${\mathbf{tmode}}=2$
 Halted by cost falling within the desired targc range of the bound.
 ${\mathbf{tmode}}=3$
 System stalled following lack of improvement.
 ${\mathbf{tmode}}=4$
 Initial search failed to find a single improvement (the solution could be optimal).

8:
$\mathbf{alg\_stats}\left(6\right)$ – Real (Kind=nag_wp) array
Output

On exit: an array of metrics collected during the initial search. These could be used as a basis for future optimization. If
${\mathbf{ifail}}\ne {\mathbf{0}}$ on exit, the elements of
alg_stats are set to zero; the first five elements are also set to zero in the trival cases
${\mathbf{nc}}=1$,
$2$ or
$3$.
 ${\mathbf{alg\_stats}}\left(1\right)$
 Mean delta.
 ${\mathbf{alg\_stats}}\left(2\right)$
 Standard deviation of deltas.
 ${\mathbf{alg\_stats}}\left(3\right)$
 Cost at end of initial search phase.
 ${\mathbf{alg\_stats}}\left(4\right)$
 Best cost encountered during search phase.
 ${\mathbf{alg\_stats}}\left(5\right)$
 Initial system temperature. At the end of stage 1 of the algorithm, this is a function of the mean and variance of the deltas, and of the distance from best cost to the lower bound. It is a measure of the initial acceptance criteria for stage $2$. The larger this value, the more iterations it will take to geometrically reduce it during stage 2 until the system is cooled (below a threshold value).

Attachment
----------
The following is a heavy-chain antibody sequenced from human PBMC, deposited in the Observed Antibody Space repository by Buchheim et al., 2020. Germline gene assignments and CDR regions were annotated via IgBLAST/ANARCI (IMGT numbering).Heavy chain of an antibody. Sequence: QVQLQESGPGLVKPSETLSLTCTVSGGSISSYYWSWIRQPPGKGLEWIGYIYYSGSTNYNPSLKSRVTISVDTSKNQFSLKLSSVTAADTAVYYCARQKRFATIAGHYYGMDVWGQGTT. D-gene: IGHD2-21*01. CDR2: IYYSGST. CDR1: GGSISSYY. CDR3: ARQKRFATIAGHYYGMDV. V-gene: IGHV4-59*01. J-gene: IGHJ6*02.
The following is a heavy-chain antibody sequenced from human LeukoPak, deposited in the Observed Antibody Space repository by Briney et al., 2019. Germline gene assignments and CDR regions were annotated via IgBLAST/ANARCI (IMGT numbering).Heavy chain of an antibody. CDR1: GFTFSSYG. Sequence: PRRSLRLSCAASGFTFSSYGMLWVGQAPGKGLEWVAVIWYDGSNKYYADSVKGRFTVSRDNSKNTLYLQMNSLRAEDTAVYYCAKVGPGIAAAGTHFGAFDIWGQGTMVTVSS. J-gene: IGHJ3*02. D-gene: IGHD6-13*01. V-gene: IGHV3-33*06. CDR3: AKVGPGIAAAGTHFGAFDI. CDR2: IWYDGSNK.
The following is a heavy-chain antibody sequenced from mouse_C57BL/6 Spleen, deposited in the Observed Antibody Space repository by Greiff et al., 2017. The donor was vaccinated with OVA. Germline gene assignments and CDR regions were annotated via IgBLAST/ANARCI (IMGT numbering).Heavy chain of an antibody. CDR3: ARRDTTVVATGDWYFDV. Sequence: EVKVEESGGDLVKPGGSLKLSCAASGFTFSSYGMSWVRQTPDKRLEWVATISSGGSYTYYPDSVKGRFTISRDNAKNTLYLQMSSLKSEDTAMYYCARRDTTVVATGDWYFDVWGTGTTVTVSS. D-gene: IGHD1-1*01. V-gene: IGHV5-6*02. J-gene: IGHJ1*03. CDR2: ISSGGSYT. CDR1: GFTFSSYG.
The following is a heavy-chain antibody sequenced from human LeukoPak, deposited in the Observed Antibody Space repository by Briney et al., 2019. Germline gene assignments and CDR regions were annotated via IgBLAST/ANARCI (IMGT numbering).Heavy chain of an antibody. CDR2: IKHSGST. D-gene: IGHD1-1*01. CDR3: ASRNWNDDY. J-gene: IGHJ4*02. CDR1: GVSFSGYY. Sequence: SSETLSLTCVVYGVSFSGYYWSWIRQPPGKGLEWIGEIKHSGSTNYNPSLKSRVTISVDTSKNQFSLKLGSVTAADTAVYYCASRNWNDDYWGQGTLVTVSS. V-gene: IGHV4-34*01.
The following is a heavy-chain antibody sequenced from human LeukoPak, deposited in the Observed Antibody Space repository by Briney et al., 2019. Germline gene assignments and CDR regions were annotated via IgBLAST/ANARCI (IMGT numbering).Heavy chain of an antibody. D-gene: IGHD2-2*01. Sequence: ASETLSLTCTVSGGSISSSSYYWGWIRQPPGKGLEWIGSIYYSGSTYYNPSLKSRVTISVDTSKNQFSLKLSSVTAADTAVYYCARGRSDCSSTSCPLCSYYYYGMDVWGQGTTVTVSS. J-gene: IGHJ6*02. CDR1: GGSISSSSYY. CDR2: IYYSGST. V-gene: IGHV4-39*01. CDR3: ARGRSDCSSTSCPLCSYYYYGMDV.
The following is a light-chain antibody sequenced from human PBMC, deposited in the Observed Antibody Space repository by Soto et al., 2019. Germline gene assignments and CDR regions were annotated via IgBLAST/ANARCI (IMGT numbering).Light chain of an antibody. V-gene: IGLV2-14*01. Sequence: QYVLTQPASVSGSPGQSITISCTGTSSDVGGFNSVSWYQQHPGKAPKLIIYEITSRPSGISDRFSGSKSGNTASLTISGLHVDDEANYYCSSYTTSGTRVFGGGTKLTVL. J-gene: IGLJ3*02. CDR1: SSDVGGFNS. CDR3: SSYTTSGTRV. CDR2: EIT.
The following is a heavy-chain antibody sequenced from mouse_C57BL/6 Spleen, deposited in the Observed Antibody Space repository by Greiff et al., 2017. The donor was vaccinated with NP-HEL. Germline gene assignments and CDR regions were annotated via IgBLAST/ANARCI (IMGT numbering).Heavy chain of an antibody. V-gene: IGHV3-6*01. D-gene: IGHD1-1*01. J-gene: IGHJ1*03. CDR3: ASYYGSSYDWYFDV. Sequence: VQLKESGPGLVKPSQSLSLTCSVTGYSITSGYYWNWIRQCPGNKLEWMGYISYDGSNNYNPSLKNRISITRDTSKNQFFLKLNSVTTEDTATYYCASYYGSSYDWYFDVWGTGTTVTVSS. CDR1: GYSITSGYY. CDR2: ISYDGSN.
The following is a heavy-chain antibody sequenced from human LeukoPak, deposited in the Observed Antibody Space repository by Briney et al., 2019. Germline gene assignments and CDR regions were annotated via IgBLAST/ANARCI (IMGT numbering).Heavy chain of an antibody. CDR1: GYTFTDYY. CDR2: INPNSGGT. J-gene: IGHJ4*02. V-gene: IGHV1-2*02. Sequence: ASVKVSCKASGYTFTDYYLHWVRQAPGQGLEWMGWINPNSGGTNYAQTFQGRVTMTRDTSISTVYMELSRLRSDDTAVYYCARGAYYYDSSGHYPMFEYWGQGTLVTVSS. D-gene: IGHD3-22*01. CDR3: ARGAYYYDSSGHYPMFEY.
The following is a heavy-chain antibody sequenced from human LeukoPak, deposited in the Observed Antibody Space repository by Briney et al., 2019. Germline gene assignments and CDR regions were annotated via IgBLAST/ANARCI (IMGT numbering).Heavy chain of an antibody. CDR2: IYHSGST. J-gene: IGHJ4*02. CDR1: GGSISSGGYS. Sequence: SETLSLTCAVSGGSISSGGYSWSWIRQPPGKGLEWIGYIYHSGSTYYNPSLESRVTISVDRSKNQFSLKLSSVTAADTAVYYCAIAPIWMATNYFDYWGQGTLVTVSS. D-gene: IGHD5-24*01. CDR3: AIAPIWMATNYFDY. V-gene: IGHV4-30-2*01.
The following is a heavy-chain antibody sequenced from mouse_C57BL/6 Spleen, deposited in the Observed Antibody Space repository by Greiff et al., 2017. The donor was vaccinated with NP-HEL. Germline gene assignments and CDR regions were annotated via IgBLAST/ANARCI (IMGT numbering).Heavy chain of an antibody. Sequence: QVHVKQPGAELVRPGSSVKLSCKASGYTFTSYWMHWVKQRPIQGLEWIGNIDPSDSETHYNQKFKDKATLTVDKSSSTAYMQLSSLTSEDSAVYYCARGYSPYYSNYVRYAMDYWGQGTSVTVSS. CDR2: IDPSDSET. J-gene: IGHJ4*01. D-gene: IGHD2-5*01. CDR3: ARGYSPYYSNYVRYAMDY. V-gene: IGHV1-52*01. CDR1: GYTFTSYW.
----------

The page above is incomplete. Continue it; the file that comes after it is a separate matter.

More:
${\mathbf{alg\_stats}}\left(6\right)$
 The lower bound used, which will be that computed internally when ${\mathbf{bound}}\le 0$ on input. Subsequent calls with different random states can set bound to the value returned in ${\mathbf{alg\_stats}}\left(6\right)$ to avoid recomputation of the minimal spanning tree.

9:
$\mathbf{state}\left(*\right)$ – Integer array
Communication Array
Note: the actual argument supplied
must be the array
state supplied to the initialization routines
g05kff or
g05kgf.
On entry: a valid RNG state initialized by
g05kff or
g05kgf. Since the algorithm used is stochastic, a random number generator is employed; if the generator is initialized to a nonrepeatable sequence (
g05kgf) then different solution paths will be taken on successive runs, returning possibly different final approximate solutions.
On exit: contains updated information on the state of the generator.

10:
$\mathbf{ifail}$ – Integer
Input/Output

On entry:
ifail must be set to
$0$,
$1\text{or}1$. If you are unfamiliar with this argument you should refer to
Section 4 in the Introduction to the NAG Library FL Interface for details.
For environments where it might be inappropriate to halt program execution when an error is detected, the value
$1\text{or}1$ is recommended. If the output of error messages is undesirable, then the value
$1$ is recommended. Otherwise, if you are not familiar with this argument, the recommended value is
$0$.
When the value $\mathbf{1}\text{or}\mathbf{1}$ is used it is essential to test the value of ifail on exit.